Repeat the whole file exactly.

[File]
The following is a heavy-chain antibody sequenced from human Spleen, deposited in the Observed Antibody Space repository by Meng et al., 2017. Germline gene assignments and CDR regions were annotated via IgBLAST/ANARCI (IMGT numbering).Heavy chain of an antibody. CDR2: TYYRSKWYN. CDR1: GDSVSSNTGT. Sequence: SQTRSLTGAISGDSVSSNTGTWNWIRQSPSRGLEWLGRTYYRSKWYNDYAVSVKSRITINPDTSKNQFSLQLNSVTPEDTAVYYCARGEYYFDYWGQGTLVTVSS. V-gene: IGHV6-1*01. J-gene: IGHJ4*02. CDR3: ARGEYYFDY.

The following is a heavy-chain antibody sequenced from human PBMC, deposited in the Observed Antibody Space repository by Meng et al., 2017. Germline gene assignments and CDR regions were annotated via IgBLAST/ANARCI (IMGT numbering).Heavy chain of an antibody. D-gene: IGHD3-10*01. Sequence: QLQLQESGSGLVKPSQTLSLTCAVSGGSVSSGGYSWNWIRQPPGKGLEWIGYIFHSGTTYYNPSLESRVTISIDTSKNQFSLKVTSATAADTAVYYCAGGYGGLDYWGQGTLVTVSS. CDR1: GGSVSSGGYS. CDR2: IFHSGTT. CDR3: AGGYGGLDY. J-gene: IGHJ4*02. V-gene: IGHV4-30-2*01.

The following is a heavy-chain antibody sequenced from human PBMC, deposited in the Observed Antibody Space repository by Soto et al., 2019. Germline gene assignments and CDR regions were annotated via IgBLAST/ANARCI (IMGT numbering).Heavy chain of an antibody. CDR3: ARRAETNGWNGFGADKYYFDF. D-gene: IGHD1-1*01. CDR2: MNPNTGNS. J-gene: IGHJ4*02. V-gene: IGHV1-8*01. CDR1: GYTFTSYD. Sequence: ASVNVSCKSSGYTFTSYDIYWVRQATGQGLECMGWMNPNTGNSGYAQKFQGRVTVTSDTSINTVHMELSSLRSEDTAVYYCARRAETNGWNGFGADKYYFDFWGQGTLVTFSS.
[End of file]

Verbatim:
The following is a heavy-chain antibody sequenced from human Spleen, deposited in the Observed Antibody Space repository by Meng et al., 2017. Germline gene assignments and CDR regions were annotated via IgBLAST/ANARCI (IMGT numbering).Heavy chain of an antibody. CDR2: TYYRSKWYN. CDR1: GDSVSSNTGT. Sequence: SQTRSLTGAISGDSVSSNTGTWNWIRQSPSRGLEWLGRTYYRSKWYNDYAVSVKSRITINPDTSKNQFSLQLNSVTPEDTAVYYCARGEYYFDYWGQGTLVTVSS. V-gene: IGHV6-1*01. J-gene: IGHJ4*02. CDR3: ARGEYYFDY.

The following is a heavy-chain antibody sequenced from human PBMC, deposited in the Observed Antibody Space repository by Meng et al., 2017. Germline gene assignments and CDR regions were annotated via IgBLAST/ANARCI (IMGT numbering).Heavy chain of an antibody. D-gene: IGHD3-10*01. Sequence: QLQLQESGSGLVKPSQTLSLTCAVSGGSVSSGGYSWNWIRQPPGKGLEWIGYIFHSGTTYYNPSLESRVTISIDTSKNQFSLKVTSATAADTAVYYCAGGYGGLDYWGQGTLVTVSS. CDR1: GGSVSSGGYS. CDR2: IFHSGTT. CDR3: AGGYGGLDY. J-gene: IGHJ4*02. V-gene: IGHV4-30-2*01.

The following is a heavy-chain antibody sequenced from human PBMC, deposited in the Observed Antibody Space repository by Soto et al., 2019. Germline gene assignments and CDR regions were annotated via IgBLAST/ANARCI (IMGT numbering).Heavy chain of an antibody. CDR3: ARRAETNGWNGFGADKYYFDF. D-gene: IGHD1-1*01. CDR2: MNPNTGNS. J-gene: IGHJ4*02. V-gene: IGHV1-8*01. CDR1: GYTFTSYD. Sequence: ASVNVSCKSSGYTFTSYDIYWVRQATGQGLECMGWMNPNTGNSGYAQKFQGRVTVTSDTSINTVHMELSSLRSEDTAVYYCARRAETNGWNGFGADKYYFDFWGQGTLVTFSS.